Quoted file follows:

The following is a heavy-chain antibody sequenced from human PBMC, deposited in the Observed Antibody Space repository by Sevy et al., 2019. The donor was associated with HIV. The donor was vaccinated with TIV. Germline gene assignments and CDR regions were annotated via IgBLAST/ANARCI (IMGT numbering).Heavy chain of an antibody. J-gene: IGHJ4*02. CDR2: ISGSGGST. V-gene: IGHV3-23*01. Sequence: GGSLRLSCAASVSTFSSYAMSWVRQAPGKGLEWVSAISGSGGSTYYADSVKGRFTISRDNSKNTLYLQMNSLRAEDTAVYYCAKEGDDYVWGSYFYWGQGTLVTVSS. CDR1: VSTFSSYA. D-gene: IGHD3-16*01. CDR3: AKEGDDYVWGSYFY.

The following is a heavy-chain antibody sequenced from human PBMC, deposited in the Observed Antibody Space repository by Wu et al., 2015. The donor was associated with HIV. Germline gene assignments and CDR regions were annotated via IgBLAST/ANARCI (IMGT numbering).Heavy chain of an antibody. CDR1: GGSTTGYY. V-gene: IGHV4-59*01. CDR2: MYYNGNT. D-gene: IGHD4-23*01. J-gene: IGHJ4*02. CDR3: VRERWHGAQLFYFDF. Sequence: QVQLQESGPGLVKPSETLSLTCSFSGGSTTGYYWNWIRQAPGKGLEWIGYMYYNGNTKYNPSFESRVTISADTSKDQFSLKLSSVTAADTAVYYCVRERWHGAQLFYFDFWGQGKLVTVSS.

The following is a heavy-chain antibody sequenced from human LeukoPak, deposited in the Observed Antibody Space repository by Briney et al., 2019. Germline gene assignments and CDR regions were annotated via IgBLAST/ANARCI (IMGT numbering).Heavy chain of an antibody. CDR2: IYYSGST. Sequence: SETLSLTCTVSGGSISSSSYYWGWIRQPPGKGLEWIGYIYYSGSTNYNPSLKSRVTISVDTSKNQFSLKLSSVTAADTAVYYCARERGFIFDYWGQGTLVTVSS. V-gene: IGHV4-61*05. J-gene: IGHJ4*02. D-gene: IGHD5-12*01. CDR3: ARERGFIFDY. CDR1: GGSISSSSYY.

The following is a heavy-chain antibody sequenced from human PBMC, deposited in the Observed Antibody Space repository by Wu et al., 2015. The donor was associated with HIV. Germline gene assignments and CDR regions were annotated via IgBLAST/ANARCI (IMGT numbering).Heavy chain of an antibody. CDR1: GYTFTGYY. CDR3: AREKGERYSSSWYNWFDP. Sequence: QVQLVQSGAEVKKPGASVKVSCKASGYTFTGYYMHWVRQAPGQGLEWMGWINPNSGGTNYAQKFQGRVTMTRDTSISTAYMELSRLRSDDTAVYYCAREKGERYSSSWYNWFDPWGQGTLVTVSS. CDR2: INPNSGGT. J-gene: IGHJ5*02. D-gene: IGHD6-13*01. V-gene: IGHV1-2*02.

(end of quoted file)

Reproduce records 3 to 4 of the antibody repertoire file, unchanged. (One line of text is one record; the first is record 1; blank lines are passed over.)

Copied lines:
The following is a heavy-chain antibody sequenced from human LeukoPak, deposited in the Observed Antibody Space repository by Briney et al., 2019. Germline gene assignments and CDR regions were annotated via IgBLAST/ANARCI (IMGT numbering).Heavy chain of an antibody. CDR2: IYYSGST. Sequence: SETLSLTCTVSGGSISSSSYYWGWIRQPPGKGLEWIGYIYYSGSTNYNPSLKSRVTISVDTSKNQFSLKLSSVTAADTAVYYCARERGFIFDYWGQGTLVTVSS. V-gene: IGHV4-61*05. J-gene: IGHJ4*02. D-gene: IGHD5-12*01. CDR3: ARERGFIFDY. CDR1: GGSISSSSYY.

The following is a heavy-chain antibody sequenced from human PBMC, deposited in the Observed Antibody Space repository by Wu et al., 2015. The donor was associated with HIV. Germline gene assignments and CDR regions were annotated via IgBLAST/ANARCI (IMGT numbering).Heavy chain of an antibody. CDR1: GYTFTGYY. CDR3: AREKGERYSSSWYNWFDP. Sequence: QVQLVQSGAEVKKPGASVKVSCKASGYTFTGYYMHWVRQAPGQGLEWMGWINPNSGGTNYAQKFQGRVTMTRDTSISTAYMELSRLRSDDTAVYYCAREKGERYSSSWYNWFDPWGQGTLVTVSS. CDR2: INPNSGGT. J-gene: IGHJ5*02. D-gene: IGHD6-13*01. V-gene: IGHV1-2*02.